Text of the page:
Date of Award


Document Type


Degree Name

Doctor of Philosophy (PhD)



First Advisor

William Drew Gouvier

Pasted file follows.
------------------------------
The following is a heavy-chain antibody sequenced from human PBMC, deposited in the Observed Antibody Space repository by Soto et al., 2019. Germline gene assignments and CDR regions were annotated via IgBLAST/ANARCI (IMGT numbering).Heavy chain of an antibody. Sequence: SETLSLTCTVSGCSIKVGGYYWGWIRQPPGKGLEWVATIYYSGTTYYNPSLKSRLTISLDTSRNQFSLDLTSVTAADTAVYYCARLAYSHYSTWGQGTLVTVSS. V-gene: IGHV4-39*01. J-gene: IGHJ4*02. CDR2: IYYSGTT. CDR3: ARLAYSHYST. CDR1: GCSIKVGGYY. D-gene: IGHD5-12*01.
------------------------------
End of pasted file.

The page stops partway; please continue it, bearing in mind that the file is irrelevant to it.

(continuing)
Much research has focused on identifying the causes and risk factors associated with Alzheimer's disease (AD). Surprisingly, stress, which has been implicated in the course of a variety of other diseases, has been generally ignored in research on AD despite the fact that several different areas lend indirect support for a relationship between stress and the progression of AD. In this study, the effect of daily stress on the clinical course of AD was examined. Also, given that no study has examined the effects of daily stress on neuropsychological test performance, this relationship was examined as well. Forty-five out-patients with AD and 45 normal elderly controls participated in the study. All subjects were administered a battery of neuropsychological tests assessing general intelligence, attention, academic skills, language, memory, graphomotor skills, personality, and daily stress. Results suggested that daily stress was inversely related to WRAT-R arithmetic performance of the normal elderly controls, and was inversely related to immediate visual reproduction scores and attention scores of both groups. Within the AD group, subjects responded with greater distress to their daily stress events, but they did not report any difference in the frequency of stressful events in their lives. The results indicated that AD patients relative to controls reported significantly greater distress to stressful events. The results also suggested that daily stress should be considered when interpreting certain neuropsychological tests of memory and attention given to elderly individuals. Moreover, results suggested that daily stress needs to be accounted for when examining the data obtained from memory and attention tests.